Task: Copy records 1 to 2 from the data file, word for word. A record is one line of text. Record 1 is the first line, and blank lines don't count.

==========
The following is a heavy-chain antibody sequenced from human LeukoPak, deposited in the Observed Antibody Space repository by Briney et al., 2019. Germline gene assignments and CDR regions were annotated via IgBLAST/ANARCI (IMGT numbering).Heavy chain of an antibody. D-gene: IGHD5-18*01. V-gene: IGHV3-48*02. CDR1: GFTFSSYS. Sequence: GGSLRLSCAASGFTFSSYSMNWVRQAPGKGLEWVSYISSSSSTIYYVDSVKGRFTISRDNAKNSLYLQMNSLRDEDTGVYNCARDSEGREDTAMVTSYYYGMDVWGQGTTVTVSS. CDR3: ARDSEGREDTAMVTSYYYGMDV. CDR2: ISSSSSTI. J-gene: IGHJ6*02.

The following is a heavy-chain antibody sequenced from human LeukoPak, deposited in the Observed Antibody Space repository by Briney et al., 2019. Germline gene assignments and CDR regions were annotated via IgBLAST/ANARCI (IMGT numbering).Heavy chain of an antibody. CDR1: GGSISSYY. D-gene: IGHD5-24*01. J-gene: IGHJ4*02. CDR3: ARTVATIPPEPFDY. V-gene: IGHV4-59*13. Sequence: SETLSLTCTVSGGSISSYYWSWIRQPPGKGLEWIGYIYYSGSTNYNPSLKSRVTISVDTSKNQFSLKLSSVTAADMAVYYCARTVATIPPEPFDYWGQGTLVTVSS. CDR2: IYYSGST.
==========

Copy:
The following is a heavy-chain antibody sequenced from human LeukoPak, deposited in the Observed Antibody Space repository by Briney et al., 2019. Germline gene assignments and CDR regions were annotated via IgBLAST/ANARCI (IMGT numbering).Heavy chain of an antibody. D-gene: IGHD5-18*01. V-gene: IGHV3-48*02. CDR1: GFTFSSYS. Sequence: GGSLRLSCAASGFTFSSYSMNWVRQAPGKGLEWVSYISSSSSTIYYVDSVKGRFTISRDNAKNSLYLQMNSLRDEDTGVYNCARDSEGREDTAMVTSYYYGMDVWGQGTTVTVSS. CDR3: ARDSEGREDTAMVTSYYYGMDV. CDR2: ISSSSSTI. J-gene: IGHJ6*02.

The following is a heavy-chain antibody sequenced from human LeukoPak, deposited in the Observed Antibody Space repository by Briney et al., 2019. Germline gene assignments and CDR regions were annotated via IgBLAST/ANARCI (IMGT numbering).Heavy chain of an antibody. CDR1: GGSISSYY. D-gene: IGHD5-24*01. J-gene: IGHJ4*02. CDR3: ARTVATIPPEPFDY. V-gene: IGHV4-59*13. Sequence: SETLSLTCTVSGGSISSYYWSWIRQPPGKGLEWIGYIYYSGSTNYNPSLKSRVTISVDTSKNQFSLKLSSVTAADMAVYYCARTVATIPPEPFDYWGQGTLVTVSS. CDR2: IYYSGST.